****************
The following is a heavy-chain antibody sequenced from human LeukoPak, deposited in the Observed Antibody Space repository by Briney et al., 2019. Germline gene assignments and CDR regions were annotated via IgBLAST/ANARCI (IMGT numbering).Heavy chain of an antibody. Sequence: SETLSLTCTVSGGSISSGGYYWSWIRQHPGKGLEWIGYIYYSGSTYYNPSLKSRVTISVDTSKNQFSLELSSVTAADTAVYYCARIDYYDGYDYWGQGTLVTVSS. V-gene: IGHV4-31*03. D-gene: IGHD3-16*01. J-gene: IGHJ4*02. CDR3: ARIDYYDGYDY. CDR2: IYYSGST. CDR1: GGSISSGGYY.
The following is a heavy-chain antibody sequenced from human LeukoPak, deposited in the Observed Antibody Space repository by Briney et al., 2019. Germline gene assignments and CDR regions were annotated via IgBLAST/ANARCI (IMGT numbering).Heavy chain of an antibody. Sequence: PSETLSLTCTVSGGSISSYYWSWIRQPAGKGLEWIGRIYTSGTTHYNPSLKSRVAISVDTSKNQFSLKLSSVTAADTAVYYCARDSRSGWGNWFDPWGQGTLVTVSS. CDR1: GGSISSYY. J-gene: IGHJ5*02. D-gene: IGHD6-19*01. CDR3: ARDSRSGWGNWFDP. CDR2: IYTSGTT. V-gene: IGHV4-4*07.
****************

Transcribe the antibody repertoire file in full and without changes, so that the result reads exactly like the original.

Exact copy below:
The following is a heavy-chain antibody sequenced from human LeukoPak, deposited in the Observed Antibody Space repository by Briney et al., 2019. Germline gene assignments and CDR regions were annotated via IgBLAST/ANARCI (IMGT numbering).Heavy chain of an antibody. Sequence: SETLSLTCTVSGGSISSGGYYWSWIRQHPGKGLEWIGYIYYSGSTYYNPSLKSRVTISVDTSKNQFSLELSSVTAADTAVYYCARIDYYDGYDYWGQGTLVTVSS. V-gene: IGHV4-31*03. D-gene: IGHD3-16*01. J-gene: IGHJ4*02. CDR3: ARIDYYDGYDY. CDR2: IYYSGST. CDR1: GGSISSGGYY.
The following is a heavy-chain antibody sequenced from human LeukoPak, deposited in the Observed Antibody Space repository by Briney et al., 2019. Germline gene assignments and CDR regions were annotated via IgBLAST/ANARCI (IMGT numbering).Heavy chain of an antibody. Sequence: PSETLSLTCTVSGGSISSYYWSWIRQPAGKGLEWIGRIYTSGTTHYNPSLKSRVAISVDTSKNQFSLKLSSVTAADTAVYYCARDSRSGWGNWFDPWGQGTLVTVSS. CDR1: GGSISSYY. J-gene: IGHJ5*02. D-gene: IGHD6-19*01. CDR3: ARDSRSGWGNWFDP. CDR2: IYTSGTT. V-gene: IGHV4-4*07.